In the absence of a male or female to mate with, a hermaphrodite is capable of self-fertilization
This would suggest that the pressure is a frequent absence of males or females to mate with. This could occur in a species with very low population densities - species living in deserts, high mountains and other places with low levels of plant life to support a food chain. High-level predators (think snow leopards, tigers) need large territories to find enough food (each level of the food chain biomass pyramid is only 10% the mass of the one before - 200 kg of predator needs 2 tons of prey), so they are more likely to experience this difficulty in finding mates than other kinds of animals.
Population densities don't have to be permanently low - a situation (like the famous owls and lemmings in the tundra) with cycles of population spikes and crashes in prey causing similar cycles in predators might be enough to cause sufficiently frequent absences of mating partners.
Population explosion cycles caused by desert rainfall could also provide a situation where it would be beneficial. There's a boom in plant life after the rain, followed by a proliferation of herbivores, which march/fly off to find more food/territory. After the plant life dies off, herbivores start to die off, leaving behind possibly isolated individuals who can't find a mate.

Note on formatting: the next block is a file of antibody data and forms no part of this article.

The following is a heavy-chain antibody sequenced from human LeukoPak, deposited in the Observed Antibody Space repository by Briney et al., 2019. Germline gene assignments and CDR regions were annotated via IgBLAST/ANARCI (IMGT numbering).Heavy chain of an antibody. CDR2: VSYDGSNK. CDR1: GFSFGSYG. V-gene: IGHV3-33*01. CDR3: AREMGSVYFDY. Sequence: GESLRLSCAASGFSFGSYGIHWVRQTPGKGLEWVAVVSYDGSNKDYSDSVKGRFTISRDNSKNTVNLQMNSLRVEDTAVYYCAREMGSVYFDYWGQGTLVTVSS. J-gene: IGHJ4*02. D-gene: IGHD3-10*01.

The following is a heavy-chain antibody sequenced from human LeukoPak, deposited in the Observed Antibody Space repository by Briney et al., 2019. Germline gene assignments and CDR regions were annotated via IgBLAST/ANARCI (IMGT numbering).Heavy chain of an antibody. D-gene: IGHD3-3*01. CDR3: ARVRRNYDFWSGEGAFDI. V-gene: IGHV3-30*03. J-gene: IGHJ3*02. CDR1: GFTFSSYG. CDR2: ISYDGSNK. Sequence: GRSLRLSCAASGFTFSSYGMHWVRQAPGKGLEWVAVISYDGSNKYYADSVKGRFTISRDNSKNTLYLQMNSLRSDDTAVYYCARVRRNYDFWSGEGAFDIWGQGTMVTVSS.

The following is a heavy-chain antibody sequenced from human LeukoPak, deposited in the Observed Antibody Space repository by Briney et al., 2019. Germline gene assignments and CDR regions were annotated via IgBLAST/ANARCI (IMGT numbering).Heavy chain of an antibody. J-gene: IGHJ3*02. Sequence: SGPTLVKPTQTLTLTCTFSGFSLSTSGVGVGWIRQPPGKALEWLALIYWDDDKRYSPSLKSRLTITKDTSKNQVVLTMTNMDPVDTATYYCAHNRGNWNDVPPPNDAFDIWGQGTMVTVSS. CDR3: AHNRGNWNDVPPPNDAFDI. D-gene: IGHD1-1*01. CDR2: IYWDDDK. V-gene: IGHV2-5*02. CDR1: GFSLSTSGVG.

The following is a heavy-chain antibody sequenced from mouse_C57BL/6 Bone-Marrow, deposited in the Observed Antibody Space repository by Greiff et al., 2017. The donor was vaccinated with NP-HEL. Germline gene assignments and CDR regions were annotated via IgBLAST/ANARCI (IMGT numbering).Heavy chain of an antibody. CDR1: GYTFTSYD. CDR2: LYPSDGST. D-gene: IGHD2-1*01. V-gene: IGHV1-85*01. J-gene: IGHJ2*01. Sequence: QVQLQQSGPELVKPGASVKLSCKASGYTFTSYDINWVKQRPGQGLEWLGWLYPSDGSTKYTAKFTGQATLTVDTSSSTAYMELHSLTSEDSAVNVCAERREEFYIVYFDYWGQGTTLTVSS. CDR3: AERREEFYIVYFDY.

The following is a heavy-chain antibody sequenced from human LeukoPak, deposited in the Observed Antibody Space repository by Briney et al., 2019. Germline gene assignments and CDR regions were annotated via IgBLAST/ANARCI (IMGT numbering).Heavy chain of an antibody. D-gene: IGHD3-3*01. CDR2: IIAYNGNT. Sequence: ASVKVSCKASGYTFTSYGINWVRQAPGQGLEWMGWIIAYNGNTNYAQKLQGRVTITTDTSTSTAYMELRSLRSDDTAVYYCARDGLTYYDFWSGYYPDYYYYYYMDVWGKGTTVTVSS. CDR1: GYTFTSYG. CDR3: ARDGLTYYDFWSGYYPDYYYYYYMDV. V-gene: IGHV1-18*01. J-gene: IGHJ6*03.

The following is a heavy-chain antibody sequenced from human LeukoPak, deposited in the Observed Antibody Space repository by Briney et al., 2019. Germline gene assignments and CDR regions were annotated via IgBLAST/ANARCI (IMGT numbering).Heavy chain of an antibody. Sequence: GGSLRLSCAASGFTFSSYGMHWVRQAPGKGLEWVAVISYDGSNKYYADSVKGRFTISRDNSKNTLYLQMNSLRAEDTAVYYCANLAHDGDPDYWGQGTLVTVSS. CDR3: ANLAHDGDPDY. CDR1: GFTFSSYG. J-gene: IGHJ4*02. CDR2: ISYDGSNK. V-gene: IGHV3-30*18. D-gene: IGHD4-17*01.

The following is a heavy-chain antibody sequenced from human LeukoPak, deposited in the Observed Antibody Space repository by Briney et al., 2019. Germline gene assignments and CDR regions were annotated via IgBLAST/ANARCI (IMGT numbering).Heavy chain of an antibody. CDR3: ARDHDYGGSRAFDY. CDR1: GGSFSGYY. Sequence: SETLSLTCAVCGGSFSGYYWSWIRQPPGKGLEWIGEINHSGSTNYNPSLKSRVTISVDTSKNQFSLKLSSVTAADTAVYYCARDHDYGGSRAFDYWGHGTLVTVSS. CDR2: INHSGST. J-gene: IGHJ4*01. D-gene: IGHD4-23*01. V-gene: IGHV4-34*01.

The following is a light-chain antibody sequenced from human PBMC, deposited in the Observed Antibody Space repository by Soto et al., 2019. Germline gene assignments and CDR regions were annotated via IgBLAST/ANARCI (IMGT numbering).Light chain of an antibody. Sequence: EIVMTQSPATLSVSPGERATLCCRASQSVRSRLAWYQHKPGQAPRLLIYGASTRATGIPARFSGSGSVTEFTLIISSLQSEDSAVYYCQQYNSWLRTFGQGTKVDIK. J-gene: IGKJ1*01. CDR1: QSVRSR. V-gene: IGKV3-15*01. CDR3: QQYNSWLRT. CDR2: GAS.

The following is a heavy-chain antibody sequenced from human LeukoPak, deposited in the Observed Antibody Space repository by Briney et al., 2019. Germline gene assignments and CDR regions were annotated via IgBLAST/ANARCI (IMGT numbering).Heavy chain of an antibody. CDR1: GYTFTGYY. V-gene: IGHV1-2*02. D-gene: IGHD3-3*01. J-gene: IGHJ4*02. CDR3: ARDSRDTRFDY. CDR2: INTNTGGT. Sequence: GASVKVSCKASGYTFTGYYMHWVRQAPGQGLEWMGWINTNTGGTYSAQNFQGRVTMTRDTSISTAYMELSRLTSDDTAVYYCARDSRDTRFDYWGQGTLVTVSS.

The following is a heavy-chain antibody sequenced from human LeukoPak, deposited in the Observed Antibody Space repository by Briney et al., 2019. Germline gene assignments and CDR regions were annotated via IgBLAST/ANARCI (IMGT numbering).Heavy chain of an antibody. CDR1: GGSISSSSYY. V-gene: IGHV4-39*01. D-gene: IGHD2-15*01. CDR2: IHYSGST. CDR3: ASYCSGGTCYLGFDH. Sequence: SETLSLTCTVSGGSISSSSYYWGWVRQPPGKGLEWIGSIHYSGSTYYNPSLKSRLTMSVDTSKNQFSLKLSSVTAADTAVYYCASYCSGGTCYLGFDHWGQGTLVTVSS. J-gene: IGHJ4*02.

Such species are perhaps unlikely to be social (due to low population density), or they could be social at times of peak population.
They are also unlikely to 'spawn' huge numbers of offspring; instead rearing a small number carefully to adulthood (as most birds and mammals do). If they were capable of spawning thousands of eggs at each mating, the rareness of the matings would be less of a problem. Producing only a few offspring at a time would make it more advantageous to increase 'matings' by allowing self-fertilization.